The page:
Emery Lehman is back on track

March 13, 2020, 1:30 p.m. (ET)

In just a couple of months, Emery Lehman will graduate from Marquette University with a degree in civil engineering, and he was recently accepted to Johns Hopkins University Whiting School of Engineering’s master’s degree program.

His academic career is just another addition to his list of accomplishments that include being part of two Olympic Winter Games teams, five junior world championship teams and bouncing back from a difficult medical condition. And he’s only 23.

Emery has skated for as long as he can remember. He started playing hockey when he was six years old and played through high school. At 9 years old, he gave speedskating a shot, immediately rising through the ranks. He was the 2009 National Champion in both short and long track, and earned six world junior championship medals over five years, including a 5000m gold.

During his 2013-14 season, Emery set two U.S. Junior records (5K and 10K) that stand today. When he was 17, he made the 2014 Olympic Team. “That whole season was going well for me,” he said. “Everything comes easy when you’re young.”

Training at the Pettit National Ice Center in Milwaukee, the Illinois native earned a spot on his second Olympic team, competing in PyeongChang at the 2018 Olympic Games. Emery enrolled at MU full-time after the 2018 Games but was diagnosed with mononucleosis, a disease that took a substantive toll on his body.

“After 2018, I was pretty confident I wanted to keep skating but I was sick and stayed stagnant,” he said. “I took a year off to see if I really wanted to do it.”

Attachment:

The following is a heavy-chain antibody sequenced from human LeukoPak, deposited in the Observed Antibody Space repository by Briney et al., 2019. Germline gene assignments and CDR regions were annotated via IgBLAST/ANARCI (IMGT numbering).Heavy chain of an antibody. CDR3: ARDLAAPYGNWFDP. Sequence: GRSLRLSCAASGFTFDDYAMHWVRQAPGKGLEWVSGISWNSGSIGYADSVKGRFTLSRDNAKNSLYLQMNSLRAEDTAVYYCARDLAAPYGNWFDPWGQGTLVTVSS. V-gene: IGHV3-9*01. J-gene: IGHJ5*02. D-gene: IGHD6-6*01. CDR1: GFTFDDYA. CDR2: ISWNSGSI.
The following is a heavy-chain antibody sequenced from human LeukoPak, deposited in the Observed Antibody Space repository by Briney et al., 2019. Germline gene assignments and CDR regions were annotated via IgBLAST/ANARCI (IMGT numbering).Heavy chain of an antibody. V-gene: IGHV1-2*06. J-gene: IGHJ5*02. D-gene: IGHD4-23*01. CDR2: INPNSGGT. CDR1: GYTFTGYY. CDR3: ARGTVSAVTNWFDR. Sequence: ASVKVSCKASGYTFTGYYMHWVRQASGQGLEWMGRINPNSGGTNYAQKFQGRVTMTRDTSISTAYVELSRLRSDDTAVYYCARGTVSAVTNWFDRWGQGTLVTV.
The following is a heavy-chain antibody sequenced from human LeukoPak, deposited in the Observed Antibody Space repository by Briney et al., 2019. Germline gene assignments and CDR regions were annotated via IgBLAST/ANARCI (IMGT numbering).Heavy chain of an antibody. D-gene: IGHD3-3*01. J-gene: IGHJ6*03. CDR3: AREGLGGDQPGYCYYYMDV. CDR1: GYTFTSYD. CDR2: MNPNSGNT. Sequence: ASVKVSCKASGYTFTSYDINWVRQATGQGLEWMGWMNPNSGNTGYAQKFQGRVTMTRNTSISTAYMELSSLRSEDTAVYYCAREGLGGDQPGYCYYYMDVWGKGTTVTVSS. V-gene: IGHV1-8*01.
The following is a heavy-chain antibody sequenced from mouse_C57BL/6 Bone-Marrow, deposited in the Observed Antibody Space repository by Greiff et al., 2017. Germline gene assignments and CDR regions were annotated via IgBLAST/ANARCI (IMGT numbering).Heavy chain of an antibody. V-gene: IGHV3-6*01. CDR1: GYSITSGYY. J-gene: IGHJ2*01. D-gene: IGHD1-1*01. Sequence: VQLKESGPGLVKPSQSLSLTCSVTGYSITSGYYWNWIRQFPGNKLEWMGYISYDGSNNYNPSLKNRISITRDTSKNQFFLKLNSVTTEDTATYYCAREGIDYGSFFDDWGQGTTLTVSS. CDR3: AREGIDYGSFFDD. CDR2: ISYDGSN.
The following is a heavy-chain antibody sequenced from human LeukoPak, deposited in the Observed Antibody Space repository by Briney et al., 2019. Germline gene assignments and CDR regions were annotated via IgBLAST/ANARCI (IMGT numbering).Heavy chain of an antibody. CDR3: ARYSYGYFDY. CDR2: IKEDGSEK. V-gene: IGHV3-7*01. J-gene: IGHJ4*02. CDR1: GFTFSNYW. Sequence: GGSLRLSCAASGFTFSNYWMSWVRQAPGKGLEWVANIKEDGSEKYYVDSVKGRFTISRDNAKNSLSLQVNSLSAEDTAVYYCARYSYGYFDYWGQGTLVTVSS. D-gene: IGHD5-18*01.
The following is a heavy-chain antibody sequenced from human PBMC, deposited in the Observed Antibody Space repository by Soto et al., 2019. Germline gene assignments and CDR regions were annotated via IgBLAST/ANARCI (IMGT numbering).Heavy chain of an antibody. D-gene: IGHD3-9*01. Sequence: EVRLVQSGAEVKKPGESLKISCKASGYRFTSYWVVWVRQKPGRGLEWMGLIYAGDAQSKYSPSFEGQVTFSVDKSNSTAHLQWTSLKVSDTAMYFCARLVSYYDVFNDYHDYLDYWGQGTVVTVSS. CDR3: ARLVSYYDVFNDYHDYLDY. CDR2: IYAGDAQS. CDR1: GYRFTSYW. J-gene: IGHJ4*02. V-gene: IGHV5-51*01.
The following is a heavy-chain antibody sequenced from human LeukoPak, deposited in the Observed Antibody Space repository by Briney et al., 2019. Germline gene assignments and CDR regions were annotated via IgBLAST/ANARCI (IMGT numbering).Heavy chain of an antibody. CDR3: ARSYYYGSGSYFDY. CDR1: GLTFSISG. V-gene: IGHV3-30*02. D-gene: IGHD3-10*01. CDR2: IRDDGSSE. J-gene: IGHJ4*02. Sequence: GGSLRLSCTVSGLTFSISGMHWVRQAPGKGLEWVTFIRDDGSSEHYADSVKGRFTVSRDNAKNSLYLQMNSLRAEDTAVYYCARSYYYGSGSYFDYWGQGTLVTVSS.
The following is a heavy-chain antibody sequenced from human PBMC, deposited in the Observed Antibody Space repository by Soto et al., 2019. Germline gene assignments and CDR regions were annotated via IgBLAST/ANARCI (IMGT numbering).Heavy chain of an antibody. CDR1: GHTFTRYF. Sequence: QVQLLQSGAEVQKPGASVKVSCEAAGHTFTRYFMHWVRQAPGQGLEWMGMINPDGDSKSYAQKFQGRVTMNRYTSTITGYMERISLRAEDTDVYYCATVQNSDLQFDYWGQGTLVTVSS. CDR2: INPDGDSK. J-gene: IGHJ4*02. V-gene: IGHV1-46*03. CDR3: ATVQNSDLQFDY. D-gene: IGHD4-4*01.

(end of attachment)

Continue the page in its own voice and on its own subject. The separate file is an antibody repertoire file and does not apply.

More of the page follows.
One year later, he showed up in Milwaukee at the Fall Long Track World Cup Qualifier and took second in the 1500m and third in the 5000m; good enough for a spot on the 2019-20 fall world cup team. There’s no sign Emery is slowing down. In fact, he is the current 5K and 10K national champion and set a personal best time in the 1500 (1:44.25) during the 2020 World Single Distance Championships. 

“Balancing school and skating kept me busy but helped me develop an efficient mindset,” he said. “This season was about bouncing back and I didn’t expect much this season. It was definitely a good surprise to have good results.”

Emery describes himself as shy but admits he can be very talkative once he warms up. He loves problem solving and says his analytical mind is what drew him to engineering. He enjoys hiking, traveling and visiting with family across the country, including going to New York to visit his older brother (by 18 months), Graham Lehman, who played Division 1 Tennis for Lehigh University and is currently a structural bridge engineer in NYC.

“He’s a role model to me,” Emery said. “He played tennis in college and earned a master’s degree in civil engineering. I think he has an incredible work ethic. He balanced a full schedule, he was an athlete and part of a fraternity, and he works hard.”

After graduation, Emery will relocate to Salt Lake City where he will spend the next two years training for his third Olympic team and working on a master’s degree in structural engineering from John Hopkins University.

“I like being close to home and Milwaukee is where I feel comfortable. I learned to skate there and had my first competitions there,” he said. “I'm looking forward to next season in Salt Lake City."